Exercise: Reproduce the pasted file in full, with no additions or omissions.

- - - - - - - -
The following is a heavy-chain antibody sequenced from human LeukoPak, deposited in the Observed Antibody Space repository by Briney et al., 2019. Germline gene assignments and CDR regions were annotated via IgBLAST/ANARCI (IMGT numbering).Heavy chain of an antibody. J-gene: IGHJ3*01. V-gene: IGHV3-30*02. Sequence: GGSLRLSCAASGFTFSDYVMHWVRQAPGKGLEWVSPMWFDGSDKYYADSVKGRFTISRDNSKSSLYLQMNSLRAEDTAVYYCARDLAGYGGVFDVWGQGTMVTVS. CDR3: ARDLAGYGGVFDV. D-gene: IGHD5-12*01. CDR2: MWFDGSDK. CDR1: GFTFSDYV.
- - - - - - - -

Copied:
The following is a heavy-chain antibody sequenced from human LeukoPak, deposited in the Observed Antibody Space repository by Briney et al., 2019. Germline gene assignments and CDR regions were annotated via IgBLAST/ANARCI (IMGT numbering).Heavy chain of an antibody. J-gene: IGHJ3*01. V-gene: IGHV3-30*02. Sequence: GGSLRLSCAASGFTFSDYVMHWVRQAPGKGLEWVSPMWFDGSDKYYADSVKGRFTISRDNSKSSLYLQMNSLRAEDTAVYYCARDLAGYGGVFDVWGQGTMVTVS. CDR3: ARDLAGYGGVFDV. D-gene: IGHD5-12*01. CDR2: MWFDGSDK. CDR1: GFTFSDYV.